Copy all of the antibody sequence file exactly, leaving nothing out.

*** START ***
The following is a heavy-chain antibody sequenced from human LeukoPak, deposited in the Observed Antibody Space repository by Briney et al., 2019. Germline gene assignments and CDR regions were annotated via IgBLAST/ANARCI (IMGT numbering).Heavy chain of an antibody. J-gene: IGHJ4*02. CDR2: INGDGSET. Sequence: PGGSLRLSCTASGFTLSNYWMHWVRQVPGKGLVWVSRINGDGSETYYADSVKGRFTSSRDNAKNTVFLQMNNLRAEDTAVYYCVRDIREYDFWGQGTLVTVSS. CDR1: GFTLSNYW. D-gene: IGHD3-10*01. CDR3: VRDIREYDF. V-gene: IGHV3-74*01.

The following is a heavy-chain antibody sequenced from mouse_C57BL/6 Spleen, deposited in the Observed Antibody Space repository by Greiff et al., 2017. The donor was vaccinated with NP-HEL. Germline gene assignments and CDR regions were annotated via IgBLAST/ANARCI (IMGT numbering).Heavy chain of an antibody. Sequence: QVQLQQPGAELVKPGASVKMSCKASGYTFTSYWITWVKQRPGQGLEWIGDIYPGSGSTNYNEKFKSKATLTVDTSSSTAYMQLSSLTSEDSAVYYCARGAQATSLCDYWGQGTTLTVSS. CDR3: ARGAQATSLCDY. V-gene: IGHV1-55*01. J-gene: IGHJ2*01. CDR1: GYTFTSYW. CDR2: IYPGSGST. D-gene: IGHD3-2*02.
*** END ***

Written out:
The following is a heavy-chain antibody sequenced from human LeukoPak, deposited in the Observed Antibody Space repository by Briney et al., 2019. Germline gene assignments and CDR regions were annotated via IgBLAST/ANARCI (IMGT numbering).Heavy chain of an antibody. J-gene: IGHJ4*02. CDR2: INGDGSET. Sequence: PGGSLRLSCTASGFTLSNYWMHWVRQVPGKGLVWVSRINGDGSETYYADSVKGRFTSSRDNAKNTVFLQMNNLRAEDTAVYYCVRDIREYDFWGQGTLVTVSS. CDR1: GFTLSNYW. D-gene: IGHD3-10*01. CDR3: VRDIREYDF. V-gene: IGHV3-74*01.

The following is a heavy-chain antibody sequenced from mouse_C57BL/6 Spleen, deposited in the Observed Antibody Space repository by Greiff et al., 2017. The donor was vaccinated with NP-HEL. Germline gene assignments and CDR regions were annotated via IgBLAST/ANARCI (IMGT numbering).Heavy chain of an antibody. Sequence: QVQLQQPGAELVKPGASVKMSCKASGYTFTSYWITWVKQRPGQGLEWIGDIYPGSGSTNYNEKFKSKATLTVDTSSSTAYMQLSSLTSEDSAVYYCARGAQATSLCDYWGQGTTLTVSS. CDR3: ARGAQATSLCDY. V-gene: IGHV1-55*01. J-gene: IGHJ2*01. CDR1: GYTFTSYW. CDR2: IYPGSGST. D-gene: IGHD3-2*02.